Schools Chancellor Richard Carranza: Thank you, Mr. Mayor. I want to echo your sentiments on Mr. B and New Bridges yesterday for a moment. What an incredible experience, it was to see a true professional and his team in action, preparing for the school year with optimism and energy and ready to welcome students back. What they showed us yesterday is what every parent deserves to see, deserves to hear and understand from their school. What is it that's happening in our schools? What is moving beyond just the plan on paper, but to actually implementing what it looks like in the school? What PPE and cleaning supplies are available? We saw that yesterday. How will desks be organized, maintaining social distancing? We saw that yesterday. What are the new rules to keep us safe? We heard about them yesterday. And that's our pledge to the families in New York City, to make sure that they know what this year will be like, not in the abstract, but the firm details.
We're a few weeks away from the first day of school and PPE deliveries are happening every day, as we speak. Families are getting their schedules and schools are organizing their classrooms. We saw the PPE deliveries yesterday at New Bridges. And that's going to continue to happen every single day. I know how overwhelming this may feel, but I want to reiterate something that the Mayor has said. And that I also have said, that if it's not safe, we won't reopen. I know how overwhelming it is. And so much will be different this year, but so much will also be the same. That a child's school is a safe place, a welcoming place, a place to learn and to grow. Schools will be in session five days a week, no matter where the students are, whether they're in person or they're remote learning. Our vision for the fall is a safe, strong, and supportive vision for every one of our students. And to families. I'm going to ask you, please, as partners start preparing our children now for what this new fall will look like. Wearing a mask, social distancing, making sure that they know their supplies are their supplies, understanding that just because they can't hug the other children doesn't mean that they're not friends. It just means they're looking out for them as they're looking out for each other. So again, more information will be coming. And our back to school pledge is our commitment to what we have promised for a safe, secure, healthy start to the school year.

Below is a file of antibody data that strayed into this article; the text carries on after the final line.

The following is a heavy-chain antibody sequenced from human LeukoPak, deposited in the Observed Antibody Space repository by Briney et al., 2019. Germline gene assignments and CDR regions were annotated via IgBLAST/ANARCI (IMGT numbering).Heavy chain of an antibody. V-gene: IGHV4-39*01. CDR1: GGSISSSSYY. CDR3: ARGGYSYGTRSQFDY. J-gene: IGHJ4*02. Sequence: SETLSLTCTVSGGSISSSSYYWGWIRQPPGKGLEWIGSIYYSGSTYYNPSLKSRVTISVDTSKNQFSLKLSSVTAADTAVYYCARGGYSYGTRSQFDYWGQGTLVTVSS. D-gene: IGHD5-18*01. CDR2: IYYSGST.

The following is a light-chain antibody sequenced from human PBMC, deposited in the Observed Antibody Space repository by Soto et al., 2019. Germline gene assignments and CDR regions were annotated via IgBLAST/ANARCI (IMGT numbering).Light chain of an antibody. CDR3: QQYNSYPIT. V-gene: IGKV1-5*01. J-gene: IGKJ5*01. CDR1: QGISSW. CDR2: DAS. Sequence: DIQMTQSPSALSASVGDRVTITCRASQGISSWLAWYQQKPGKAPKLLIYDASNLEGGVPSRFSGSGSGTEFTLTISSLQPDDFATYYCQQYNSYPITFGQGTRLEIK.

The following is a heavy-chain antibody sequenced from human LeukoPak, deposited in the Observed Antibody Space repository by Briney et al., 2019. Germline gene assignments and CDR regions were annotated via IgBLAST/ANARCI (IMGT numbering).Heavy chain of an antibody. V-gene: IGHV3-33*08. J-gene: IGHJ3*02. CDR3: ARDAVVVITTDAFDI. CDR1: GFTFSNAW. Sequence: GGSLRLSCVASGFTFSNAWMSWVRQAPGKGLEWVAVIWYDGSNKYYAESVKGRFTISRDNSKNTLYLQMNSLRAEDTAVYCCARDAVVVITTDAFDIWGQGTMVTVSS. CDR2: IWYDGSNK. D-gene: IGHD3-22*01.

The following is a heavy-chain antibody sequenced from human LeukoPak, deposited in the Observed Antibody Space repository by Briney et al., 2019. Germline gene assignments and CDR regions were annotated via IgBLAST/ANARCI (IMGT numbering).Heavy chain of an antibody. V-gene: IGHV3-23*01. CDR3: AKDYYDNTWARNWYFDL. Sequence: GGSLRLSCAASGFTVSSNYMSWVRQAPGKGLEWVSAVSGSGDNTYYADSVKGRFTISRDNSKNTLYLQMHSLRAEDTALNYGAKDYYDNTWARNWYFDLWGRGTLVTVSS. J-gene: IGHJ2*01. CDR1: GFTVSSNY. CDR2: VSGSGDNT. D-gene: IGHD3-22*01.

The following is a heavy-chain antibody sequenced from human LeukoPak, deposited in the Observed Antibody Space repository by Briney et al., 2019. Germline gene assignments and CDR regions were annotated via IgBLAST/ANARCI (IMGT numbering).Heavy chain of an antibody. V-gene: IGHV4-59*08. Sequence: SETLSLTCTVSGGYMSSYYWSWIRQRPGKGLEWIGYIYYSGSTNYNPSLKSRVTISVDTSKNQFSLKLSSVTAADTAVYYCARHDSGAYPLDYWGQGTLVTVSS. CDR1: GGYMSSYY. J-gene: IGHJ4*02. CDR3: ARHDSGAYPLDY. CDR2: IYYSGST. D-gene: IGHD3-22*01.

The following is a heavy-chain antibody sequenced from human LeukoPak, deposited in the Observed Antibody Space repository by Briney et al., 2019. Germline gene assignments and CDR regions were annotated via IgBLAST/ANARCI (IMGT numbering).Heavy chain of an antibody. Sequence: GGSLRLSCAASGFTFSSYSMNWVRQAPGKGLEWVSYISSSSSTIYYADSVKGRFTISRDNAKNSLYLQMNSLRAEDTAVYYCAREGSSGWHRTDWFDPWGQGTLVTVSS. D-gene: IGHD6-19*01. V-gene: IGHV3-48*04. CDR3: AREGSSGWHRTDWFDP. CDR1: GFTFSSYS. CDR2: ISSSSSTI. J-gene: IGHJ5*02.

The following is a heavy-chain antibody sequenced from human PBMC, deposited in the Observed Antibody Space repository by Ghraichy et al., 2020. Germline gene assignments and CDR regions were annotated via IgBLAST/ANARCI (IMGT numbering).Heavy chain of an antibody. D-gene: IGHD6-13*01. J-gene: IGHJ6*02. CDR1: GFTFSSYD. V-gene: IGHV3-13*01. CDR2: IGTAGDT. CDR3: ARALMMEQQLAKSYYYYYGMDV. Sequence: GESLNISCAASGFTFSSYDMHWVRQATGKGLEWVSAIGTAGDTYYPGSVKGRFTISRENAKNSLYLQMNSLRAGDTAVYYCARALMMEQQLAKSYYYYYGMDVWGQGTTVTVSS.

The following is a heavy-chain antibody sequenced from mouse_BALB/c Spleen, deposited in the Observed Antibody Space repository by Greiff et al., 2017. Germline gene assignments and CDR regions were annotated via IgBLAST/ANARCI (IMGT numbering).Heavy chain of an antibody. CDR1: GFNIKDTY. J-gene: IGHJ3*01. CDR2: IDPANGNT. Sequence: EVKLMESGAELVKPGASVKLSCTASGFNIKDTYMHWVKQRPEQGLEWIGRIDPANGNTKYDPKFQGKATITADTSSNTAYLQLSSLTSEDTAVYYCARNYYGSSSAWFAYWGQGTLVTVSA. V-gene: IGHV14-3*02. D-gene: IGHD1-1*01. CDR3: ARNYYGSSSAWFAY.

Mayor: Thank you, Richard so much. Look, everybody, you hear the heart in the voice of our Chancellor. One of the things I said when I became Mayor is that we would have chancellors who were educators. And Chancellor Carranza has been a teacher and a principal and the superintendent all the way up to the chancellor of the biggest school system in the country. He also is a parent and he thinks like a parent. So, I want to be clear. I think like a parent every single day as well. We are going to make sure these schools are safe and ready. And if we don't think they're safe and ready, they won't be open. But right now, look what you see. Tremendous preparation and the health situation in the city continues to get better because of your hard work. So we're going to move forward together on the countdown to the opening of our schools.